JANET honored by amfAR at New York GalaFebruary 7, 2013
Ms. Maria Davis’ introduction of JANET:
“Good evening. Never in my wildest dreams did I think I’d be up on this stage tonight, doing what I’m about to do. Thank you, Lord!
My name is Maria Davis and I am here tonight—in fact, I’m alive tonight—for one reason: AIDS research.
Many of my friends haven’t been so lucky. I guess I’ve lost about 20 of them to AIDS-related causes. One of them died quite recently, and when I got to the funeral, this young lady looked at me and she just started crying and wailing. Her good friend looked at her and said, “What’s wrong with you?” I walked towards her and I asked her the same question, “What’s wrong?” She looked into my eyes and she said, “They told me you were dead.”
I hear those stories all the time. I guess people just assume that I’ve died by now. Well, as you can see, I’m very much alive. And I’m grateful for every minute God keeps me on this earth.
I was diagnosed with HIV about 18 years ago. Back then I had a modeling career and was an ambitious young music promoter. Full of energy and big dreams. I worked with people like Jay-Z and Missy Elliott and Anthony Hamilton. Then HIV and an AIDS diagnosis put an end to my career and my dreams of hitting the big-time.
I’m alive today because I take powerful antiretroviral drugs. Drugs made possible by the research that amfAR has funded over the past 25, nearly 30 years. Research that you make possible. So, I am so grateful to be here tonight to thank amfAR for the wonderful work that is keeping me and millions of others alive. And thank YOU for supporting that work.
JANET, Maria Davis and Bennah Serfaty
I am also grateful to be here tonight to thank and to honor a remarkable woman who has been a hero of mine ever since she started out in show business. I have been a lifelong fan of hers and an incredibly grateful member of the AIDS community that she’s served with extreme passion and dedication for so long. Tonight, I have the very great privilege of introducing, on behalf of amfAR, an Oscar nominee, music legend and a tireless leader in the fight against AIDS, Janet Jackson.
While you may be aware of Janet’s support of the fight against AIDS, you may not know that throughout her career she’s quietly supported a wide range of social and humanitarian issues. She donated the proceeds from one of her concerts to support an airlift of food and medical supplies for starving Rwandan refugees. After the devastating earthquake in Haiti, she joined with other artists to record “We Are the World 25 for Haiti,” which raised millions for earthquake relief efforts. She also generously supports the work of Fresh2o, an organization that builds wells and provides water in impoverished villages across Africa.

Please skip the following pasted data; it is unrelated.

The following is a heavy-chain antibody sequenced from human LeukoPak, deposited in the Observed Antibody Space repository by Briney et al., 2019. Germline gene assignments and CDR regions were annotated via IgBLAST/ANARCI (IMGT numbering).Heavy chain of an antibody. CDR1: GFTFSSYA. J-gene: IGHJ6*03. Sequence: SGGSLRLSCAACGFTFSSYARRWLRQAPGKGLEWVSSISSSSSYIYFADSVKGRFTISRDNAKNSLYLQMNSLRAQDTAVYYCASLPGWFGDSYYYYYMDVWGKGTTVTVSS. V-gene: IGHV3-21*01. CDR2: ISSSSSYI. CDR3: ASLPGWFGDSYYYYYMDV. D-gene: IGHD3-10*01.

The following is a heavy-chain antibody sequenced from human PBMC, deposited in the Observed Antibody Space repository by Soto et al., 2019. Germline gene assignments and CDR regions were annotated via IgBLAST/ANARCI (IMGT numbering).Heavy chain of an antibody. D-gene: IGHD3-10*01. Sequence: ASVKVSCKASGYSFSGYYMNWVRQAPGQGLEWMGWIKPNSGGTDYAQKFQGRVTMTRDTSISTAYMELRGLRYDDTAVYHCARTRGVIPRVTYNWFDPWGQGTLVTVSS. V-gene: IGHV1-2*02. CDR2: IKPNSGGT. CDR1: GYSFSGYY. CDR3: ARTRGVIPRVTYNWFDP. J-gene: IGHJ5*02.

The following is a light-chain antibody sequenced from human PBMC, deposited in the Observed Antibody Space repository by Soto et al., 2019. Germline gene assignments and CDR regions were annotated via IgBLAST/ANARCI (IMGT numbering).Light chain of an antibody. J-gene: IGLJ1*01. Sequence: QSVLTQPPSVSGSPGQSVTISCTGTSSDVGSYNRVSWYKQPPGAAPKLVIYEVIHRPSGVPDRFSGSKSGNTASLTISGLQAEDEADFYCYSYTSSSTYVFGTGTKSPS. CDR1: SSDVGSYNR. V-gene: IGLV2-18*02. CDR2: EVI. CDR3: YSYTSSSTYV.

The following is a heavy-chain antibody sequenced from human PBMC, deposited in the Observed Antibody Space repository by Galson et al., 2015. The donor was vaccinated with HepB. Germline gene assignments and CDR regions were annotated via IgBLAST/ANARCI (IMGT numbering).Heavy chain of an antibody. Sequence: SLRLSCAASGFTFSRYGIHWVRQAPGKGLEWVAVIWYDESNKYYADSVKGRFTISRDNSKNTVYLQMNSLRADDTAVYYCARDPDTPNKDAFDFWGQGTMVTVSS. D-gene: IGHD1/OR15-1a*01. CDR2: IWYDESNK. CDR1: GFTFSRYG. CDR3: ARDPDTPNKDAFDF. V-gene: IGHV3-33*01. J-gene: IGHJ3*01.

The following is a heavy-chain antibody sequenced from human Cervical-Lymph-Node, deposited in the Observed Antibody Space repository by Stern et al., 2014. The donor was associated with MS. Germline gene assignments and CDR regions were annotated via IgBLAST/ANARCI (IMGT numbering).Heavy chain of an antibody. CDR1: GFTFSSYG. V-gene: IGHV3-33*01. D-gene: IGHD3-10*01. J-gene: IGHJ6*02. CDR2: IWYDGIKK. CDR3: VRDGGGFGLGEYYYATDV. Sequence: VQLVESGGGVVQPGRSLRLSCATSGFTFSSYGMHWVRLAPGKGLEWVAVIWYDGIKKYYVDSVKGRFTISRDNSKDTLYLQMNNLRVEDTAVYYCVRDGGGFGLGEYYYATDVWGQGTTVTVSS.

Here at home, Janet has helped students meet their educational goals through her Rhythm Nation Scholarship program, and has generously supported organizations such as the Watts Willowbrook Boys & Girls Club of America and Make-A-Wish Foundation.
For many years, though, Janet has been a vocal champion of the fight against AIDS.
In 1997, when she lost several friends to AIDS, she recorded a song, “Together Again,” which helped support amfAR and became one of the biggest selling singles of all time.
As an amfAR Ambassador, she has traveled to the Foundation’s benefit events around the U.S. and in countries such as France, Austria, and Italy. amfAR’s first event in Milan, which Janet chaired in 2009, alone raised more than a million dollars for AIDS research.
Janet was praised for her courageous portrayal in the 2010 movie, “For Colored Girls,” of a young woman struggling to come to terms with a diagnosis of HIV/AIDS. Obviously, it’s a role I can identify with, and Janet’s work in the film was truly outstanding.
Wherever she goes, Janet speaks out about AIDS in her soft but forceful voice, reminding us that this fight is far from over.
For World AIDS Day last December, she recorded and produced a public service announcement for amfAR – all at her own expense. Also on World AIDS Day, Janet co-authored an opinion piece with amfAR’s Founding Chairman, Dr. Mathilde Krim. The piece urged readers to educate themselves about HIV, to get tested, and to actively participate in creating an AIDS-free generation here in the. U.S.
Wherever she goes, and whether she’s singing, speaking, or tweeting, Janet’s beautiful voice is the voice of compassion, tolerance, humanity, and generosity.
As someone who has benefited so much from the research amfAR has funded, I want to salute you, Janet, for your unwavering support. You are a wonderful friend and ally to all of us who are living each day with HIV. Today I live life to the fullest – as if every day were my last. I live with hope. And I live with gratitude. And I still have big dreams.
Thank you for your part in making sure we are not alone.
It’s now my great honor, on behalf of amfAR, to present this award to Janet Jackson.”
JANET’s comments in acceptance of the award:
“Thank you. I feel like this honor is too much too soon. I consider myself a very private person who feels that the war on AIDS must be made public.
We all know that there are treatments for HIV; but there is no cure. There is great work ahead.
My love and appreciation to amfAR, the doctors, researchers, contributors, volunteers and every person impacted by HIV/AIDS.
And most of all to the One above who makes all things possible and who guides us through this battle.”
Learn more about amfAR at amfAR.org